Doors with delayed-egress locking systems have specific requirements for signage as well as requirements for audible sounds.
Photo by Lennon Peake
Designing code-compliant locking arrangements that meet the security needs of a patient population is often a challenging endeavor because of conflicting code requirements and the divergent goals of life safety and security. Equally challenging can be assessing existing locking arrangements to determine compliance with applicable codes.
The locking requirements of the National Fire Protection Association (NFPA) 101, Life Safety Code (LSC), and International Building Code (IBC) are more closely aligned than ever, thanks in large part to the American Society for Healthcare Engineering’s efforts.
This article focuses on the locking-arrangement requirements of the 2012 edition of NFPA 101 and the 2018 edition of the IBC. The LSC locking-arrangement terminology is used where the LSC and IBC use different language.
Facility professionals should review the LSC and IBC code references provided below for each locking method prior to designing new and/or reviewing existing locking arrangements as the requirements detailed are a summary of the code requirements.
Understanding the security goal of providing a locked door is essential to designing a compliant locking arrangement. This can be accomplished by meeting with the person in charge of security to discuss the desired level of safety.
A review of the potential locking arrangements and their associated code requirements must then be performed to determine which arrangement is permitted to be applied to the situation. All requirements of a locking arrangement must be met to be code-compliant. Documented authorization from a local authority having jurisdiction (AHJ) must be obtained if all provisions of a locking arrangement cannot be met, such as complete building sprinkler protection.
General statements for each locking arrangement below are provided where both the LSC and IBC requirements are aligned. Statements that refer to a code are specific to that code only.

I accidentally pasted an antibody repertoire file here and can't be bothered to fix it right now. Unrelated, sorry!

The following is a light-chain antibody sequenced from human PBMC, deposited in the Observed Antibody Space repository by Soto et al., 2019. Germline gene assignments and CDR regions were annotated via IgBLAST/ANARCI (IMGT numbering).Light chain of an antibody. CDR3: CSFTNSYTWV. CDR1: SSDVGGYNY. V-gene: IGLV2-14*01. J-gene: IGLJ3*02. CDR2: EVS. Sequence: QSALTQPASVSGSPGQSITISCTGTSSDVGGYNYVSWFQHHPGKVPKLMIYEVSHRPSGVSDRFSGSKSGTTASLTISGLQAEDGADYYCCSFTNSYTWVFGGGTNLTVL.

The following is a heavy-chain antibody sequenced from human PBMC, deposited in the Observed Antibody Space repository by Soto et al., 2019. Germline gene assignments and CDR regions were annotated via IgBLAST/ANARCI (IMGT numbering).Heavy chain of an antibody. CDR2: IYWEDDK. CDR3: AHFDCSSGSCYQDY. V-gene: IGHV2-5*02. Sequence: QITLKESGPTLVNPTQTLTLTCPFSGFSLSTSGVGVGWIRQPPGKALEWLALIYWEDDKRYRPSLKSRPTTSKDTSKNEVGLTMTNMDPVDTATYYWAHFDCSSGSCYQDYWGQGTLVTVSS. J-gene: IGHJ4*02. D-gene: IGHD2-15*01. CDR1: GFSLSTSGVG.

• Delayed-egress locking systems (LSC 18.104.22.168.1 and IBC 1010.1.9.8)
Doors equipped with delayed-egress locking are required to open within 15 to 30 seconds upon activation of door hardware, which makes the arrangement less than ideal for units with patients who have certain clinical or security needs. However, delayed egress is often the best allowable locking arrangement for areas in which the patient population does not qualify for locking based on clinical or security needs.
Delayed egress is permitted to be installed in buildings with low or ordinary contents. The building is required to be completely sprinkler protected for early control of a fire or protected throughout by a fire-detection system to provide early warning of a fire. The door must also unlock upon loss of power to the locking mechanism and upon fire alarm/sprinkler activation.
An audible sound is required at the door when the release device is operated, which reassures building occupants that the system is functioning and alerts personnel that someone is about to pass through the door and, therefore, allows for time to investigate who is trying to use the door. The door may only be relocked manually after being unlocked via the manual-release device.